Remote Screening Test for Ovarian Cancer Receives Study Validation

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3d rendered ovarian cancer illustration.

Screening for cancer, and catching it in the earliest possible stages, is a proven method of increasing survival odds for this deadly disease. However, most cancer screening tests are non-existent for patients lacking access to a clinic, even the increasingly reliable genetic screens that identify patients at greatest risk. Until now, screening non-symptomatic patients relied on self-motivated individuals asking their doctors, but studies have shown that people who might have a genetic risk often do not get tested.

In an attempt to bridge the gap for women lacking access but concerned for their health, a collaboration of Stand Up To Cancer researchers co-funded by the Ovarian Cancer Research Alliance and the National Ovarian Cancer Coalition believe they have come up with a possible solution aimed at making genetic testing more accessible.

Between 2016 and 2020 these researchers facilitated clinical trial called MAGENTA (Making GENetic Testing Accessible), engaged nearly 4,000 women from all 50 US states. Their intention was to validate different combinations of remote genetic counseling, the first large, randomized study of its kind to attempt to do so for cancer risk.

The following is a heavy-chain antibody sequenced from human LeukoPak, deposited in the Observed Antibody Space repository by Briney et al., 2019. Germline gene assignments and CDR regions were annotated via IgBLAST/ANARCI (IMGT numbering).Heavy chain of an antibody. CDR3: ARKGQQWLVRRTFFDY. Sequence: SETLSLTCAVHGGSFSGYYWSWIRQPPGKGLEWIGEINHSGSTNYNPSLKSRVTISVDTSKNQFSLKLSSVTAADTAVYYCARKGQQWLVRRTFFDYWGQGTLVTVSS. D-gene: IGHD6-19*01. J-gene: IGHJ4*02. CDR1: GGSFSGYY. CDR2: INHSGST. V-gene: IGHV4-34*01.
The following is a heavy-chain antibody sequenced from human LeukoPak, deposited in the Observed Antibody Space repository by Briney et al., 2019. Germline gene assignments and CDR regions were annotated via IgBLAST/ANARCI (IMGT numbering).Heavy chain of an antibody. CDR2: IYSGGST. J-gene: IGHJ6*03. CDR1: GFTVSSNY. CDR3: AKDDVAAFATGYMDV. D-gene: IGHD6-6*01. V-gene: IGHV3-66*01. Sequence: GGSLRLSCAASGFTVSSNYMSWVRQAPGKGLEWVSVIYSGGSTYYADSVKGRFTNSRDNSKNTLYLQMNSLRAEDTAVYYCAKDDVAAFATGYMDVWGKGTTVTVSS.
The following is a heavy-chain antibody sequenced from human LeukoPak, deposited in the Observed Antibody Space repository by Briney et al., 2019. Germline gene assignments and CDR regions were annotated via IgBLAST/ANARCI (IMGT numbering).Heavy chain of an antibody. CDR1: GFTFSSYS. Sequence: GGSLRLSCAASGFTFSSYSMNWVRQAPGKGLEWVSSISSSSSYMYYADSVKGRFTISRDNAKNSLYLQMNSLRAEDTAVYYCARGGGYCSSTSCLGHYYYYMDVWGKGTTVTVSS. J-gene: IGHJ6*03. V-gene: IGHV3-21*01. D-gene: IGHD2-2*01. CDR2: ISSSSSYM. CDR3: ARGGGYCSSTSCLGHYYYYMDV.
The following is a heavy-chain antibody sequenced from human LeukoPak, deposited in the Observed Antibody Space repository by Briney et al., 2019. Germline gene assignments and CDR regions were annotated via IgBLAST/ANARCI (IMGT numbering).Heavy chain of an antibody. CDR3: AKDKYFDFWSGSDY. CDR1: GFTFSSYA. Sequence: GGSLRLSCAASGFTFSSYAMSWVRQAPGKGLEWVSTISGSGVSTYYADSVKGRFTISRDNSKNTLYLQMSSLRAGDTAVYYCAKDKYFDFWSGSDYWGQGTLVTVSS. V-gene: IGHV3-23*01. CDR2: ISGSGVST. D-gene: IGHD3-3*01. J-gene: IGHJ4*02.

The results, which were presented at the American Society of Clinical Oncology’s 2020 annual meeting, showed genetic testing can be adequately provided in a remote setting and that genetic counseling before and after testing can be skipped without causing increased distress to patients undergoing genetic testing from their home.

“The MAGENTA trial results are especially relevant now given the fact that the coronavirus pandemic is necessitating the timely and effective delivery of virtual healthcare,” said Elizabeth Swisher, M.D., co-leader of the Dream Team and director of the Division of Gynecologic Oncology at UW School of Medicine. “There are many benefits to this new design, so I do see genetic testing for medical purposes headed in this direction, regardless of the pandemic.”